Facebook wants you to go live (on audio)
If you think your Facebook friends are annoying, wait till you hear them live.
Facebook just rolled out its “Live Audio” (aka Clubhouse copycat) feature to more users, according to Alexandru Voica, Facebook’s technology communication manager.
Who can create live audio rooms now: All verified public figures (if you have a blue checkmark, you’re one of the lucky ones), as well as Facebook Group admins.
Yup, if you have a Facebook group, you can now create a live audio room for your members.
Facebook Watch is getting an audio tab. Users in the U.S. will see an “Audio” tab under the “Facebook Watch” tab. They’ll be able to discover live audio events, podcasts and short-form audio.
Side note: Why would you add something that’s meant to be listened to under “Watch”? Hey, this is Facebook’s world…
The Crew’s take: Will live audio finally take off now that Facebook has made it widely available?
The next few weeks should be interesting. If live audio becomes popular on Facebook, more marketers will use it as part of their content marketing arsenal.
Google is showing short videos in some search results
A rewind. Google wants to include videos from TikTok and Instagram in its search results. We’ve known that since September 24th.
Now, it appears that the search company has finally started doing that. Brodie Clark reported that Google is testing a “short videos” carousel as part of its desktop search results. TikTok is one of the results in the carousel.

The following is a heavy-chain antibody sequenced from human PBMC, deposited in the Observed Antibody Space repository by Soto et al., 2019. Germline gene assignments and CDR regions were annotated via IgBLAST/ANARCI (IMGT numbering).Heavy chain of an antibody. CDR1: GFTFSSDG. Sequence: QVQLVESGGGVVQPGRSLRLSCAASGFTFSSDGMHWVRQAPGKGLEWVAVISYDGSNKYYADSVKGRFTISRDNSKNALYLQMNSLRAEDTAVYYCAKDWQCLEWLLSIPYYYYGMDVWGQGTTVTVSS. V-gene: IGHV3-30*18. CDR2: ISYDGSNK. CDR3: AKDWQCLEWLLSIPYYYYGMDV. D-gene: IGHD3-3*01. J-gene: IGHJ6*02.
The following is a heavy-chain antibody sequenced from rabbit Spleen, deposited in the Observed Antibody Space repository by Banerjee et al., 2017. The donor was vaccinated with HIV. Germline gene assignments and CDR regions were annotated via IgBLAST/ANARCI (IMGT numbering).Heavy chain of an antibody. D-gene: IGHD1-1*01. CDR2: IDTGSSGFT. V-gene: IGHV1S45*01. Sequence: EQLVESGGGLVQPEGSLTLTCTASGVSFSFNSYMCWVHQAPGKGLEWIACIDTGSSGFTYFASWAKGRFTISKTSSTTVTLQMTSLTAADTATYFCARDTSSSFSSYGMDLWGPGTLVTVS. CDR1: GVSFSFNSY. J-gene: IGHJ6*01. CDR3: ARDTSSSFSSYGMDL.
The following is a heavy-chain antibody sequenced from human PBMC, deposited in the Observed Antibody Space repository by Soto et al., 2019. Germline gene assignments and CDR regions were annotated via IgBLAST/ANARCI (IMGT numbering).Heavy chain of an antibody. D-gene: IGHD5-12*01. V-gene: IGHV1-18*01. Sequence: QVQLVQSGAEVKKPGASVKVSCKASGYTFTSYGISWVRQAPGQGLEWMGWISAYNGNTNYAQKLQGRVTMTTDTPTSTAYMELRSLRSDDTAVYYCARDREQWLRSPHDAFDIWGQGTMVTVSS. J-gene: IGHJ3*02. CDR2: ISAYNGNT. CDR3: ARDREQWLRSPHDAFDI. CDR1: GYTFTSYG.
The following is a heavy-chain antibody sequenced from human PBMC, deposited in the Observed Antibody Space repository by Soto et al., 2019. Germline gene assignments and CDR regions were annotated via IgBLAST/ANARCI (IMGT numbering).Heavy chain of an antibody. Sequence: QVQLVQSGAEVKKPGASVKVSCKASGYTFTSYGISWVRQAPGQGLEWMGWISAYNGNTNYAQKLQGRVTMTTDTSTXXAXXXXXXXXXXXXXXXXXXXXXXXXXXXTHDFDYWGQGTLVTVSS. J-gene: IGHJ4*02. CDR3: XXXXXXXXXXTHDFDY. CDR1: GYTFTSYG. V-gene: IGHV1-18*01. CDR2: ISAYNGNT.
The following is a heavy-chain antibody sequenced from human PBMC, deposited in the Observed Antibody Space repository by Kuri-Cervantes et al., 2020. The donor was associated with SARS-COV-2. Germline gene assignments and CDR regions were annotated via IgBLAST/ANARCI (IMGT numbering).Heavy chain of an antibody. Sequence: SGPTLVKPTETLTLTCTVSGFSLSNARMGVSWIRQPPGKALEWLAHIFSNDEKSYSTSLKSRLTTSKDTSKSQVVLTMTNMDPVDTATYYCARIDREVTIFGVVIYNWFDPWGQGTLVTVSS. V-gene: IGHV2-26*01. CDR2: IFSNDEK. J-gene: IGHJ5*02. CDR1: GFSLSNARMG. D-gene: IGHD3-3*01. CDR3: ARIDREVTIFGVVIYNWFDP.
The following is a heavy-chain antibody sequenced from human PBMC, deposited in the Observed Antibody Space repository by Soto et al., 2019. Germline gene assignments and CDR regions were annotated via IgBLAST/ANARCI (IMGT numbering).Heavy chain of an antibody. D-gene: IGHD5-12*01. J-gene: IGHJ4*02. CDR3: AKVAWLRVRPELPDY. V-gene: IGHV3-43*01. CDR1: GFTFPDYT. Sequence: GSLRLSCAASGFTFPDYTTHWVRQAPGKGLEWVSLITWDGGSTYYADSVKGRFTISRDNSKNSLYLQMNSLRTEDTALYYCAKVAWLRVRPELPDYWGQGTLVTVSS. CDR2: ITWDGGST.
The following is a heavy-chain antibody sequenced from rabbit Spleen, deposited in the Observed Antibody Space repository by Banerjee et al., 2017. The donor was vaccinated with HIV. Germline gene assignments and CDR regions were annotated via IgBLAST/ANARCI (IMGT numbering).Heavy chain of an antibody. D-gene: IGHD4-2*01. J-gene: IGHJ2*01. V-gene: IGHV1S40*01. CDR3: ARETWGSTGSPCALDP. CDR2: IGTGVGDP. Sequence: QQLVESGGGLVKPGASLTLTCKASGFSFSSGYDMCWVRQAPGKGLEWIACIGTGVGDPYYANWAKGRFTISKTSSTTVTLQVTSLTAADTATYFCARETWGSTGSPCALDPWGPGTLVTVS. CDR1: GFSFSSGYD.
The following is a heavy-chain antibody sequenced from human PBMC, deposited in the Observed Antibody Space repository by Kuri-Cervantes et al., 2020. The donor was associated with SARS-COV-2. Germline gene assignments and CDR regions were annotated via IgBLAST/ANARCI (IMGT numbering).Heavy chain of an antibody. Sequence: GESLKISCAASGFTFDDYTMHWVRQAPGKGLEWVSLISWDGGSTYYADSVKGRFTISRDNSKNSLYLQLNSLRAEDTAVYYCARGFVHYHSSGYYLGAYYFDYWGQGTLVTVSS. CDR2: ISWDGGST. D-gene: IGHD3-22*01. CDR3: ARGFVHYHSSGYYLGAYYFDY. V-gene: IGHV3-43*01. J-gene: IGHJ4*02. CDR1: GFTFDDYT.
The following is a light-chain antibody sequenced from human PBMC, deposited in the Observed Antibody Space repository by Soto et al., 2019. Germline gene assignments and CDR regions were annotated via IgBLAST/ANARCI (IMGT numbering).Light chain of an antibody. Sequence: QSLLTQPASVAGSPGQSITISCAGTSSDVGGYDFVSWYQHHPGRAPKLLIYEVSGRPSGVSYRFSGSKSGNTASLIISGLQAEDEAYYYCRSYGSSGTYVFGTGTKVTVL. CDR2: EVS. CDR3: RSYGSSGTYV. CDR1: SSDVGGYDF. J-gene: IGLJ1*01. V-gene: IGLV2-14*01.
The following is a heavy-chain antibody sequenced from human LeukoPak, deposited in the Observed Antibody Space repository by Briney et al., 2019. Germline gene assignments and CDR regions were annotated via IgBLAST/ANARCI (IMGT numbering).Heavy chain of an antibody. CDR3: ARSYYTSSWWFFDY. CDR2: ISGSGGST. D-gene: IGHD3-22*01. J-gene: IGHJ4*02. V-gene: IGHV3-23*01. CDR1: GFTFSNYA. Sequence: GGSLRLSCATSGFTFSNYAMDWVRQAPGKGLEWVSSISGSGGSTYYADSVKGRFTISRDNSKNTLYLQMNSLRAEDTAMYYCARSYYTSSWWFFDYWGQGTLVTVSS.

For some queries, short videos make sense. If you search for “easy recipes” (like Brian did), it makes sense to expect to-the-point, quick videos on, well, how to cook an easy recipe. There are literally thousands of keywords that can benefit from short videos.
Prepare for the future. Ask yourself: Do short videos make sense for any keywords in my niche? Do I have a keyword equivalent to “easy recipes” in my industry?
If yes, experimenting with short videos might be a smart idea. Especially because we’re likely to see them appear more and more in Google’s search results.
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Copywriting techniques to cast a spell on your audience so they read anything you write
Write as if your reader has to pee.
As odd as it sounds, this is probably the most valuable piece of advice given by Geroge Ten in this Twitter thread. You want the reader to enter a trance state at the first sentence. And exit it only after making a purchase.
And these are some tactics that George Ten gave to accomplish this:
Hook: This is what grabs their attention. The easiest way to generate hooks is the format “How to Y without X”.
“How to scale your Facebook Ads without launching a single campaign”
Seeds of curiosity: This is easy to execute but extremely powerful. We’ll get to it in a minute but first…
This is a seed of curiosity.
– But there’s more…
– It got worse…
– Here’s why…
Open loops: These are quite famous. An open loop is a complete sentence but that gives an incomplete thought.
“They laughed when I sat at the piano… but when I started to play”
Transitions: These make sure that the passage from one thought to another is smooth and doesn’t interrupt the flow of the reader.
You can have a highly interesting piece of copy, but without transitions, you’re losing readers at every paragraph.
Other transition words are:
The “I” to “you” formula. Talk about yourself in a negative way first. Then, when the story turns positive, shift to from speaking about yourself to using “you”.